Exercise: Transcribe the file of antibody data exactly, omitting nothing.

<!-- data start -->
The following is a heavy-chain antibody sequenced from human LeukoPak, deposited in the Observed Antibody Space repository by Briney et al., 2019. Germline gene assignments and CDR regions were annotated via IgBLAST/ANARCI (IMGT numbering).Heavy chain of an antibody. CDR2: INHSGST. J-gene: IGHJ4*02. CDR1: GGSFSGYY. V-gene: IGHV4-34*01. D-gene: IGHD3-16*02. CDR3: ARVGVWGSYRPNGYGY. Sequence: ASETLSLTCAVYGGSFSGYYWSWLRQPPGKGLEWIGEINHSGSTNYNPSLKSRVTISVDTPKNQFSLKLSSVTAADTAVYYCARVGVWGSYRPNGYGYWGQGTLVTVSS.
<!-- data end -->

The following is a heavy-chain antibody sequenced from human LeukoPak, deposited in the Observed Antibody Space repository by Briney et al., 2019. Germline gene assignments and CDR regions were annotated via IgBLAST/ANARCI (IMGT numbering).Heavy chain of an antibody. CDR2: INHSGST. J-gene: IGHJ4*02. CDR1: GGSFSGYY. V-gene: IGHV4-34*01. D-gene: IGHD3-16*02. CDR3: ARVGVWGSYRPNGYGY. Sequence: ASETLSLTCAVYGGSFSGYYWSWLRQPPGKGLEWIGEINHSGSTNYNPSLKSRVTISVDTPKNQFSLKLSSVTAADTAVYYCARVGVWGSYRPNGYGYWGQGTLVTVSS.